Relating to Aaron’s post above, he makes a good point about being motivated and passionate. Hopefully, you will get to the point where you find a part of ID that you really enjoy, and you look forward to working on that stuff late at night, whether weeknights or weekends. Like he says, you cannot assume that the school classes (once you get into ID) will always give you either enough work, or the right kind of work that you need to improve, so it is good to have your own projects that you look forward to doing too.
Good advice has already been given above. Don’t freak out, it’ll come… given hard, passionate and dedicated work.
But I would like to stress, that ID is about a lot more than hot sketching, though it might not seem this way for somebody just about to enter the field.
Just because you have the best 3/4 view hand render, doesn’t mean you have the best understanding of the brief, subject matter, trend analysis or CMF ideas.
Communicating your ideas is one of many important skills you will pick up during your education and I would encourage you to not get to hung up on the sketching.
That you are invested and a little nervous is a good thing. You seem like you have the right attitude. Just don’t get overwhelmed and you’ll do well.
Good advice bepster. I agree, ID is about understanding of how things work and how to create valuable solutions, not just artsy renders. Thinking of all the things I learned in school, for me the most helpful to me right now at work was learning to communicate with others effectively, keeping a time budget, creating engaging presentations, and all those darn DFM DFA intro classes. Sketching is something I just had to pick up along the way in order to figure out and communicate my ideas (ones that work in the real world).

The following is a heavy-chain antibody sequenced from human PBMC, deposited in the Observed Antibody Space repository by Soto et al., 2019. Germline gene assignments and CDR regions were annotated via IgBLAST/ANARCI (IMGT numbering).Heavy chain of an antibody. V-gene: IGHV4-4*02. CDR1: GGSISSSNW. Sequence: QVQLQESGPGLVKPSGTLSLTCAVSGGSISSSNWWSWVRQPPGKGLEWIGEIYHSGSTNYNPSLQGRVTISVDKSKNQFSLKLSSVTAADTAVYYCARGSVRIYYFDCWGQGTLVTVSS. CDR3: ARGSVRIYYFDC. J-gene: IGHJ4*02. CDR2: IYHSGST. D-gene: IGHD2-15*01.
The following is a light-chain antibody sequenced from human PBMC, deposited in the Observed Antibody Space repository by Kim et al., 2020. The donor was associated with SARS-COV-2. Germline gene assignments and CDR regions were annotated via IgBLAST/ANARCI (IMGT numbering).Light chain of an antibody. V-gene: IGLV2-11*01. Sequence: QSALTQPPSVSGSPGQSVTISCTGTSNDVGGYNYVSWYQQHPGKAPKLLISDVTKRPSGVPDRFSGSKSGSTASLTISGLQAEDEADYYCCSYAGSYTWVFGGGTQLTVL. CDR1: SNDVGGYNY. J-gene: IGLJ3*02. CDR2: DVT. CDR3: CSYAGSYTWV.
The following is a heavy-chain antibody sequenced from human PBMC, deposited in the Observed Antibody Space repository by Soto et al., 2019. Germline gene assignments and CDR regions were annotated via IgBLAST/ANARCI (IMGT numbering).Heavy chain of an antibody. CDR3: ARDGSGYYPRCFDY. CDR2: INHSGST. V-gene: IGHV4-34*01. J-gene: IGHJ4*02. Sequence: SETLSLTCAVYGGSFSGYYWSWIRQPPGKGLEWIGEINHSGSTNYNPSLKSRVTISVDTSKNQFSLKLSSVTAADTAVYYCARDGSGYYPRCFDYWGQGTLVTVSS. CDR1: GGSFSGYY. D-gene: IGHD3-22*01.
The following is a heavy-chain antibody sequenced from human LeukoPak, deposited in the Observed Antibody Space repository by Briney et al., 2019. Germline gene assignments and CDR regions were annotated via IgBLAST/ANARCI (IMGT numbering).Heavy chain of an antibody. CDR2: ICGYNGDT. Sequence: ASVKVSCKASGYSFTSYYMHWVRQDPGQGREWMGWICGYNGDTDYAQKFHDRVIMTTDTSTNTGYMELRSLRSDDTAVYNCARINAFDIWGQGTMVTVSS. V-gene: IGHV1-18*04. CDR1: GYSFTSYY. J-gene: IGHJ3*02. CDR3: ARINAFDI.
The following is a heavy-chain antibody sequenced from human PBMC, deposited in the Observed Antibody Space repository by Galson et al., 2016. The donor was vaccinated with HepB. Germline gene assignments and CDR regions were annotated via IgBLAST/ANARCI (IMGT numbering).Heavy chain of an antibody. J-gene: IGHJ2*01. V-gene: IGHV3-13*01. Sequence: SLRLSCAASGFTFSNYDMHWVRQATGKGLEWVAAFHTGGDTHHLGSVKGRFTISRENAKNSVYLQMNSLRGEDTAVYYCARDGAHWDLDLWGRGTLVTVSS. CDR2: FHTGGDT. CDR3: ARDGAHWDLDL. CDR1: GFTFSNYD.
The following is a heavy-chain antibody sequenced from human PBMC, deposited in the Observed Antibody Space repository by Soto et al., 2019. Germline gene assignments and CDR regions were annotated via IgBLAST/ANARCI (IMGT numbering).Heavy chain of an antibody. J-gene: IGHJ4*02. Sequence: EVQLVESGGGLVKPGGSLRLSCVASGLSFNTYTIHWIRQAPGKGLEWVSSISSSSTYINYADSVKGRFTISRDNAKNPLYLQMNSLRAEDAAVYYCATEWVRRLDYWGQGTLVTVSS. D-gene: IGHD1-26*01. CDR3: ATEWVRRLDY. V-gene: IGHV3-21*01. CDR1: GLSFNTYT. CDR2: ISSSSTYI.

Great point. A sketch is just a rapid visualization of an idea… bad idea = bad sketch, no matter how technically proficient. I’ve seen so many technically fantastic sketches of bad ideas that companies tried to make because the sketch was ‘hot’, and many technically horrible sketches of fantastic ideas that were never made because people couldn’t ‘see it’.
As pointed out above, you are going to school to learn. There will be those who maybe have a jump start on you, but some of those guys flare out because they are used to being the best. When someone like you eclipses them, they take it hard
Go to the best school possible, work your butt off, and make it happen.